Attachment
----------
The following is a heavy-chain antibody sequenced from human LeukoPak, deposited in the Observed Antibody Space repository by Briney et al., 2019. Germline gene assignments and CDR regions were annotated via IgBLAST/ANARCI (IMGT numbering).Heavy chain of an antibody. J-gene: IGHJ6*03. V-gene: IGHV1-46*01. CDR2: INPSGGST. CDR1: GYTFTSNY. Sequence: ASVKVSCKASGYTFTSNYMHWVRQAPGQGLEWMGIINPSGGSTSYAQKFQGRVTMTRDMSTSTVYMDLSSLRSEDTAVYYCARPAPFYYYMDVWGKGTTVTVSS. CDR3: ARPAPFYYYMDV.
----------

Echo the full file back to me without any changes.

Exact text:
The following is a heavy-chain antibody sequenced from human LeukoPak, deposited in the Observed Antibody Space repository by Briney et al., 2019. Germline gene assignments and CDR regions were annotated via IgBLAST/ANARCI (IMGT numbering).Heavy chain of an antibody. J-gene: IGHJ6*03. V-gene: IGHV1-46*01. CDR2: INPSGGST. CDR1: GYTFTSNY. Sequence: ASVKVSCKASGYTFTSNYMHWVRQAPGQGLEWMGIINPSGGSTSYAQKFQGRVTMTRDMSTSTVYMDLSSLRSEDTAVYYCARPAPFYYYMDVWGKGTTVTVSS. CDR3: ARPAPFYYYMDV.